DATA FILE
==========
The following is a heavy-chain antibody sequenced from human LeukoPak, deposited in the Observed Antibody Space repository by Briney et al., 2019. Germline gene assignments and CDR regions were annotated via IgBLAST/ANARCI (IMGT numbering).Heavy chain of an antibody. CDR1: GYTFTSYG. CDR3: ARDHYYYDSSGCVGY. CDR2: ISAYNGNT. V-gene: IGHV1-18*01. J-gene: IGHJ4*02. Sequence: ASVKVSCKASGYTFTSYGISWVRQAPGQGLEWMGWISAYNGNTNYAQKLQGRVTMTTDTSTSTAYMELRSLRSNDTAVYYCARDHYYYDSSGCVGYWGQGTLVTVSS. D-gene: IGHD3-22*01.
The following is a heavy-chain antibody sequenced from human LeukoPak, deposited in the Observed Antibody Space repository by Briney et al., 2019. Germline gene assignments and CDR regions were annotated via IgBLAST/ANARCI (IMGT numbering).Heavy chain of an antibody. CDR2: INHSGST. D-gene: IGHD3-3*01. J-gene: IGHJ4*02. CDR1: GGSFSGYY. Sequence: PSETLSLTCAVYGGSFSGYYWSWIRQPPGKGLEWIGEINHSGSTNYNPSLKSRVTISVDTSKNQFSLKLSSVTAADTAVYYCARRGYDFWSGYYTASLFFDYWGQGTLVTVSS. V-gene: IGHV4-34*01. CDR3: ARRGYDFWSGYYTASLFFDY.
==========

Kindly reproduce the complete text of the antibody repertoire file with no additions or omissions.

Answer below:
The following is a heavy-chain antibody sequenced from human LeukoPak, deposited in the Observed Antibody Space repository by Briney et al., 2019. Germline gene assignments and CDR regions were annotated via IgBLAST/ANARCI (IMGT numbering).Heavy chain of an antibody. CDR1: GYTFTSYG. CDR3: ARDHYYYDSSGCVGY. CDR2: ISAYNGNT. V-gene: IGHV1-18*01. J-gene: IGHJ4*02. Sequence: ASVKVSCKASGYTFTSYGISWVRQAPGQGLEWMGWISAYNGNTNYAQKLQGRVTMTTDTSTSTAYMELRSLRSNDTAVYYCARDHYYYDSSGCVGYWGQGTLVTVSS. D-gene: IGHD3-22*01.
The following is a heavy-chain antibody sequenced from human LeukoPak, deposited in the Observed Antibody Space repository by Briney et al., 2019. Germline gene assignments and CDR regions were annotated via IgBLAST/ANARCI (IMGT numbering).Heavy chain of an antibody. CDR2: INHSGST. D-gene: IGHD3-3*01. J-gene: IGHJ4*02. CDR1: GGSFSGYY. Sequence: PSETLSLTCAVYGGSFSGYYWSWIRQPPGKGLEWIGEINHSGSTNYNPSLKSRVTISVDTSKNQFSLKLSSVTAADTAVYYCARRGYDFWSGYYTASLFFDYWGQGTLVTVSS. V-gene: IGHV4-34*01. CDR3: ARRGYDFWSGYYTASLFFDY.